After the pandemic, for most tech workers, it’s possible to work for coastal startups and tech companies remaining in Omaha. Tech talent labor force in the city grew by 21% in the past five years, with wages increased by 11%, according to CBRE’s 2020. The report points out that tech positions survive the COVID-19 upheaval because of remote work.
Ph.D. and director of UNO’s Center for Public Affairs Research Josie Schafer said that about 75% of Nebraska workers transitioned to remote work almost immediately back in March 2020. Schafer analyzes the impact of the 2020 pandemic on the local economy. He points out that industries like finance, insurance, and scientific services have an easier transition to remote settings.
These industries, among tech workers, represent an estimated 8.7% of the Nebraska workforce. The American Community Survey from the U.S. Census Bureau 2019 one-year estimates around 88,000 individuals. Even before the remote shift forced by the pandemic, Omaha and Lincoln recorded a remarkable rise in tech companies and a specialized workforce.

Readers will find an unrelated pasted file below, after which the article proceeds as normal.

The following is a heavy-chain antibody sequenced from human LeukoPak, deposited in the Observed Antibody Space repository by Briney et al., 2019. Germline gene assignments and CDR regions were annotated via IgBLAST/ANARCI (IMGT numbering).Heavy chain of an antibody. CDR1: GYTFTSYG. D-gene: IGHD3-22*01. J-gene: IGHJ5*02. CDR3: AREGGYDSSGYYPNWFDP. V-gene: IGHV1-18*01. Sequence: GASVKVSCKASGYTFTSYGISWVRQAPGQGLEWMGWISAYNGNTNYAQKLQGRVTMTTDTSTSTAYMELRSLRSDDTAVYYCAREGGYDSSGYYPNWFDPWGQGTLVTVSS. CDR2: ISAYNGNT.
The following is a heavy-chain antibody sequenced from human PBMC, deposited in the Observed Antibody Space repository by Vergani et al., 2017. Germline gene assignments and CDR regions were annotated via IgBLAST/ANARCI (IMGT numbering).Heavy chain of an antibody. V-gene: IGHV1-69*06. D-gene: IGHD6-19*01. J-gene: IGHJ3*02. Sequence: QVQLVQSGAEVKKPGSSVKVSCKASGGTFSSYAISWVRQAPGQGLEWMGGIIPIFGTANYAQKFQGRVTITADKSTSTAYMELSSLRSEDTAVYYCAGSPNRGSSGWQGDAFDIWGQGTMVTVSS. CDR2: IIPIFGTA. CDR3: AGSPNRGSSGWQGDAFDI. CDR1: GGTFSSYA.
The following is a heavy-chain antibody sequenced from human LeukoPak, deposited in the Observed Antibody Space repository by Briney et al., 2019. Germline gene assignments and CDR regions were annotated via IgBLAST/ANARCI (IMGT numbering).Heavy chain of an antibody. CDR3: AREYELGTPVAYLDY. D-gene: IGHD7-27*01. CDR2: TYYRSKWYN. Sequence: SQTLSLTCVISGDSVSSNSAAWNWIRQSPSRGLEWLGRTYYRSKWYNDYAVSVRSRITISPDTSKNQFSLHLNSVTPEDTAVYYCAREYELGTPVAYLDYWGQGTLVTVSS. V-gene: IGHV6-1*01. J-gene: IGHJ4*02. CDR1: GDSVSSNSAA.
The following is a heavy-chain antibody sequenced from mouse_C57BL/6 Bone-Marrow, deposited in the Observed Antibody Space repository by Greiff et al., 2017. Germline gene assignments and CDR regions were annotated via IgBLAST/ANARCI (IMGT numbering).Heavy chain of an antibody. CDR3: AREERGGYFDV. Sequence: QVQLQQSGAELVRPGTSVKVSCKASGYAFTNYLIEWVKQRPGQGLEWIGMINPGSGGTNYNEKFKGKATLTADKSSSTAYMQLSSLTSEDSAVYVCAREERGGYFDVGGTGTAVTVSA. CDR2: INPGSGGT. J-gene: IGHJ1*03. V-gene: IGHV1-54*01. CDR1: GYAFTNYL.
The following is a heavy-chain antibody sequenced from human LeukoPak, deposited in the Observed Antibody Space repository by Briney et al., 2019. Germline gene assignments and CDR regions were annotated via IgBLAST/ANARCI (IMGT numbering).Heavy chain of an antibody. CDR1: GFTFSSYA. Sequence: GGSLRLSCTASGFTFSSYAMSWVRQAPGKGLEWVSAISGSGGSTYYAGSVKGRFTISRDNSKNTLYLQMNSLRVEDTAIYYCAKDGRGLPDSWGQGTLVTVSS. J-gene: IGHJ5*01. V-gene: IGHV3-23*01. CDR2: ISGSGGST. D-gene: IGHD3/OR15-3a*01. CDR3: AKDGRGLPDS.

Unlike other cities in the U.S., Nebraska doesn’t have state incentives for remote workers, but those who move to the state can take free land. For example, The City of Harmony offers cash rebates from $5,000 to $12,000 for new residents. Or the town of Curtis provides free parcels of land in a neighborhood with utility hookups.
In addition, for startup and small business owners, the State of Nebraska launched the Nebraska Advantage Package. With this economic development program, small businesses can earn tax credits, payroll exemptions, and other benefits to start a business in the state.
With co-working spaces and benefits for remote businesses, Nebraska is a new hub for tech workers and remote startups.